About 75 Colorado farmers will make history this fall by harvesting about 250 acres of hemp.
The plant is considered illegal on the federal level but was given the green light in Colorado when marijuana legalization passed in November 2012.
Zev Paiss, with Rocky Mountain Hemp Association, says this year’s harvest will help organize the industry for the future.
“What we are seeing, that came out of the ground and is being harvested now, is really a catch-all," he says. "Someone that may have thought they had one variety, turns out they may have a dozen varieties. So we’re going to see a period of time of kind of sifting through that.”
Paiss says many Colorado hemp farmers are holding on to their seeds for next season.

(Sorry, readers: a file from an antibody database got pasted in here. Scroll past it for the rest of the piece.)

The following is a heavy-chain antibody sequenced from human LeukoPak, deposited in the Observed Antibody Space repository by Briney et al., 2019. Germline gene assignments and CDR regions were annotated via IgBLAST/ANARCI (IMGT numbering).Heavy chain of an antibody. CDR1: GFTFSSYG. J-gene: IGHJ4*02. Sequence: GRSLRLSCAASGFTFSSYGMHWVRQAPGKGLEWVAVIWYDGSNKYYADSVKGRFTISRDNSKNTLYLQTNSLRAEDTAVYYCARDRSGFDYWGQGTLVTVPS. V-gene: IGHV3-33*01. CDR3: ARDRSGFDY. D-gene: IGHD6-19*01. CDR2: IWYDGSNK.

“Partly because they know that they now have seeds that have grown in that location are hardened to the Colorado climate, at least through one generation," Paiss says. "And it’s really the only way that they’re going to know whether or not they have seeds that will be viable and produce well in coming years.”
Getting seeds is a struggle because of the federal ban.
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